Federal Election Commission v. Beaumont, 539 U.S. 146, 13 (2003)

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Opinion of the Court

ing National Right to Work as giving "proper deference to a congressional determination of the need for a prophylactic rule"). Relying again on National Right to Work, we made a similar point in Austin when we sustained Michigan's ban on direct corporate contributions, even though the ban "include[d] within its scope closely held corporations that do not possess vast reservoirs of capital." 494 U. S., at 661. "Although some closely held corporations, just as some publicly held ones, may not have accumulated significant amounts of wealth, they receive from the State the special benefits conferred by the corporate structure and present the potential for distorting the political process. This potential for distortion justifies [the state law's] general applicability to all corporations." Ibid.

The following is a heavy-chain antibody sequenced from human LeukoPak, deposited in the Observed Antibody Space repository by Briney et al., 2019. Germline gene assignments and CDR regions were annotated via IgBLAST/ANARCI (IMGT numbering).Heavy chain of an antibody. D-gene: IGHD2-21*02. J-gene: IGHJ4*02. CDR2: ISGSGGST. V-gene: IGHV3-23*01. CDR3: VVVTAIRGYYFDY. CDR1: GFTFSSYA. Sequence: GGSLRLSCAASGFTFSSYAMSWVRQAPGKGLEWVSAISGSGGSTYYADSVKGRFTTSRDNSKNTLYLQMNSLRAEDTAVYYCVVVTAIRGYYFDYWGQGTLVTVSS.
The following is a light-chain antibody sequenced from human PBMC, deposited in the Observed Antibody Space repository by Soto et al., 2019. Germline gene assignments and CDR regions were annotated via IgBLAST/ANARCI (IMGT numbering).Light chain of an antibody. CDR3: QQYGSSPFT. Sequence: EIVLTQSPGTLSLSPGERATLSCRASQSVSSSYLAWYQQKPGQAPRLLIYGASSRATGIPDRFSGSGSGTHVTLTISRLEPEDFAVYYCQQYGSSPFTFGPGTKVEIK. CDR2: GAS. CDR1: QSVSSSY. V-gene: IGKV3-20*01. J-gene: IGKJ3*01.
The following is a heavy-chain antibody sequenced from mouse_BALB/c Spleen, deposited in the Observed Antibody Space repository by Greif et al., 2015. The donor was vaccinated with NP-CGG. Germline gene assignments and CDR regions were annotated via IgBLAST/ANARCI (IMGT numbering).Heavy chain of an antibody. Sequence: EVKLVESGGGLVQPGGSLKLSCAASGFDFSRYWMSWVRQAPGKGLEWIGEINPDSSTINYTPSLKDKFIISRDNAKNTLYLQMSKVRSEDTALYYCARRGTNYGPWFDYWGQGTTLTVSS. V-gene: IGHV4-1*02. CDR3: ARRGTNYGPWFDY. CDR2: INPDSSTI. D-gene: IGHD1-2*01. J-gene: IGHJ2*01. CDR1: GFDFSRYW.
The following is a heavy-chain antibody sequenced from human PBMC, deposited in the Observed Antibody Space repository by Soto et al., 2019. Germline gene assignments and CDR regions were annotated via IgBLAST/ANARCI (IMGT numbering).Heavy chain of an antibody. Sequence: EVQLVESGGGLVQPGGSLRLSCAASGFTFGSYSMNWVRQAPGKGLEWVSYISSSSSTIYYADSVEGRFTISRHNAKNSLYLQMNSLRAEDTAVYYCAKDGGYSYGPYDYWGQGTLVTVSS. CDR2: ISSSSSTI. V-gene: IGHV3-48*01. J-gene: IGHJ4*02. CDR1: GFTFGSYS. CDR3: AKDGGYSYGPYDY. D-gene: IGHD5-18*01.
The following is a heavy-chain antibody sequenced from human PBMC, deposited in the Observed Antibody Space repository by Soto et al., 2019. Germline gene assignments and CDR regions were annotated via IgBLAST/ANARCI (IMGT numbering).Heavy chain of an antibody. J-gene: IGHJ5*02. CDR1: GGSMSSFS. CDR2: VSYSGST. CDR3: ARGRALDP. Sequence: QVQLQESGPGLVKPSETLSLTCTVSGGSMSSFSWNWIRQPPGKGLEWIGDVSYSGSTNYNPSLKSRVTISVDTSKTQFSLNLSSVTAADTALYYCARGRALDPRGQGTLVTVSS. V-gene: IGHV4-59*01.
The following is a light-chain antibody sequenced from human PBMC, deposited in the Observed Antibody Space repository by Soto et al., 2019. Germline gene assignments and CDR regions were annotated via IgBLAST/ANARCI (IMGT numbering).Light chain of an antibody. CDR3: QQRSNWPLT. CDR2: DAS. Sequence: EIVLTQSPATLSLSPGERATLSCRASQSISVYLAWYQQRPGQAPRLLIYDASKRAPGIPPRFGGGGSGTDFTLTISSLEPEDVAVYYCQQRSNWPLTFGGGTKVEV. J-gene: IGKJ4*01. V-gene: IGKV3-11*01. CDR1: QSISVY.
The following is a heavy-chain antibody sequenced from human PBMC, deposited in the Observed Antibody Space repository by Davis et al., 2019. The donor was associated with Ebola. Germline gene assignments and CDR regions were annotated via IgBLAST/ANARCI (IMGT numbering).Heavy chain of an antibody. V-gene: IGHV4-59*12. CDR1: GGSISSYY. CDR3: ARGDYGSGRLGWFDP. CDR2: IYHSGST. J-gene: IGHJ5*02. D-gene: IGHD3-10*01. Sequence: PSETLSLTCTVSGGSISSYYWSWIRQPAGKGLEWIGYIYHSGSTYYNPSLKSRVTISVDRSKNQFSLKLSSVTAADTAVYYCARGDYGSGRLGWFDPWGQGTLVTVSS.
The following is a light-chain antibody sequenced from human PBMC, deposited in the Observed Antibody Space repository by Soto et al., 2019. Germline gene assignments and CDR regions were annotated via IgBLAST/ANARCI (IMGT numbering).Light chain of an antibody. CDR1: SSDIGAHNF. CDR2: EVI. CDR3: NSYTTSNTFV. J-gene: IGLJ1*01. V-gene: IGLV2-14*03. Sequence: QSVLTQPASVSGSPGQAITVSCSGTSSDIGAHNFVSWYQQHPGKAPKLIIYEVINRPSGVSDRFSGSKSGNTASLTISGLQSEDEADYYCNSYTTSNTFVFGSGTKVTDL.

But National Right to Work does not stand alone in its bearing on the issue here, and equal significance must be accorded to Massachusetts Citizens for Life, the very case upon which NCRL and the Court of Appeals have placed principal reliance. There, we held the prohibition on independent expenditures under 441b unconstitutional as applied to a nonprofit advocacy corporation. While the majority explained generally that the "potential for unfair deployment of wealth for political purposes" fell short of justifying a ban on expenditures by groups like Massachusetts Citizens for Life that "do not pose that danger of corruption," the majority's response to the dissent pointed to a different resolution of the present case. 479 U. S., at 259. The Chief Justice's dissenting opinion noted that Massachusetts Citizens for Life "was not unlike" the corporation at issue in National Right to Work, which he read as supporting the ban on independent expenditures. 479 U. S., at 269. Without disagreeing about the similarity of the two organizations, the majority nonetheless distinguished National Right to Work on the ground of its addressing regulation of contributions, not expenditures. See 479 U. S., at 259-260 ("[R]estrictions on contributions require less com-

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